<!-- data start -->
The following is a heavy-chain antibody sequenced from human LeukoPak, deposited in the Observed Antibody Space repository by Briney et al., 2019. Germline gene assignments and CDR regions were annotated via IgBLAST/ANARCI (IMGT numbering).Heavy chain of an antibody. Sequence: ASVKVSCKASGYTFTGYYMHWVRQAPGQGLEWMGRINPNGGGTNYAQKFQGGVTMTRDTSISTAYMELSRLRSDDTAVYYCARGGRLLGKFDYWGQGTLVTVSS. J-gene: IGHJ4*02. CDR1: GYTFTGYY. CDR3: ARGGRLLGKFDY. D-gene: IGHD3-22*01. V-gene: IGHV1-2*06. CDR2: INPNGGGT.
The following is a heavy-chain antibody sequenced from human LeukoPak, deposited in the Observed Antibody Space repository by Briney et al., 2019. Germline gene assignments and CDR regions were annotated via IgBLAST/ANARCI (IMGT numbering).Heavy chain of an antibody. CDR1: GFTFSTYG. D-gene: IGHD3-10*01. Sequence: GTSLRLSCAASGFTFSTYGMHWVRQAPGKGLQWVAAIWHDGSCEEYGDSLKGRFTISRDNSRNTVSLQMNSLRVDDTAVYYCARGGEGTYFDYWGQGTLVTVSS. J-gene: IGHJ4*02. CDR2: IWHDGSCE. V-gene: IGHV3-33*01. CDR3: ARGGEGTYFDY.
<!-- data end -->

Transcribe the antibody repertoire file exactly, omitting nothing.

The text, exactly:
The following is a heavy-chain antibody sequenced from human LeukoPak, deposited in the Observed Antibody Space repository by Briney et al., 2019. Germline gene assignments and CDR regions were annotated via IgBLAST/ANARCI (IMGT numbering).Heavy chain of an antibody. Sequence: ASVKVSCKASGYTFTGYYMHWVRQAPGQGLEWMGRINPNGGGTNYAQKFQGGVTMTRDTSISTAYMELSRLRSDDTAVYYCARGGRLLGKFDYWGQGTLVTVSS. J-gene: IGHJ4*02. CDR1: GYTFTGYY. CDR3: ARGGRLLGKFDY. D-gene: IGHD3-22*01. V-gene: IGHV1-2*06. CDR2: INPNGGGT.
The following is a heavy-chain antibody sequenced from human LeukoPak, deposited in the Observed Antibody Space repository by Briney et al., 2019. Germline gene assignments and CDR regions were annotated via IgBLAST/ANARCI (IMGT numbering).Heavy chain of an antibody. CDR1: GFTFSTYG. D-gene: IGHD3-10*01. Sequence: GTSLRLSCAASGFTFSTYGMHWVRQAPGKGLQWVAAIWHDGSCEEYGDSLKGRFTISRDNSRNTVSLQMNSLRVDDTAVYYCARGGEGTYFDYWGQGTLVTVSS. J-gene: IGHJ4*02. CDR2: IWHDGSCE. V-gene: IGHV3-33*01. CDR3: ARGGEGTYFDY.